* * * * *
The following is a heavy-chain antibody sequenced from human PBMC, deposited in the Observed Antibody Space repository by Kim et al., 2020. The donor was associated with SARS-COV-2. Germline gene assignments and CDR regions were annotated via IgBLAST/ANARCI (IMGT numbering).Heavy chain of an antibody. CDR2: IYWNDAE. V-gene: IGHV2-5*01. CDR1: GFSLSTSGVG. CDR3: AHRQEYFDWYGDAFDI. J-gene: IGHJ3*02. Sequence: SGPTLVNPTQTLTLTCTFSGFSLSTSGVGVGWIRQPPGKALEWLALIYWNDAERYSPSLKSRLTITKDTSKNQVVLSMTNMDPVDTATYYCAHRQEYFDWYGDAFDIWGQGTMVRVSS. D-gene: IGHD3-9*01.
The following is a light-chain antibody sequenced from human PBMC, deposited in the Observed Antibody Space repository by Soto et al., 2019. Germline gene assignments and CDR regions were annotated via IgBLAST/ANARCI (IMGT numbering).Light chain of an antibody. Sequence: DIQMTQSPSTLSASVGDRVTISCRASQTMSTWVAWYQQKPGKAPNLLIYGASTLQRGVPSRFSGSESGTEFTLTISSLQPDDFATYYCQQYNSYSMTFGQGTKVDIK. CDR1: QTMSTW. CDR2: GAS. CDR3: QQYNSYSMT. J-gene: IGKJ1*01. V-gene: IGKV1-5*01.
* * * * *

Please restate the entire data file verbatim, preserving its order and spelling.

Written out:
The following is a heavy-chain antibody sequenced from human PBMC, deposited in the Observed Antibody Space repository by Kim et al., 2020. The donor was associated with SARS-COV-2. Germline gene assignments and CDR regions were annotated via IgBLAST/ANARCI (IMGT numbering).Heavy chain of an antibody. CDR2: IYWNDAE. V-gene: IGHV2-5*01. CDR1: GFSLSTSGVG. CDR3: AHRQEYFDWYGDAFDI. J-gene: IGHJ3*02. Sequence: SGPTLVNPTQTLTLTCTFSGFSLSTSGVGVGWIRQPPGKALEWLALIYWNDAERYSPSLKSRLTITKDTSKNQVVLSMTNMDPVDTATYYCAHRQEYFDWYGDAFDIWGQGTMVRVSS. D-gene: IGHD3-9*01.
The following is a light-chain antibody sequenced from human PBMC, deposited in the Observed Antibody Space repository by Soto et al., 2019. Germline gene assignments and CDR regions were annotated via IgBLAST/ANARCI (IMGT numbering).Light chain of an antibody. Sequence: DIQMTQSPSTLSASVGDRVTISCRASQTMSTWVAWYQQKPGKAPNLLIYGASTLQRGVPSRFSGSESGTEFTLTISSLQPDDFATYYCQQYNSYSMTFGQGTKVDIK. CDR1: QTMSTW. CDR2: GAS. CDR3: QQYNSYSMT. J-gene: IGKJ1*01. V-gene: IGKV1-5*01.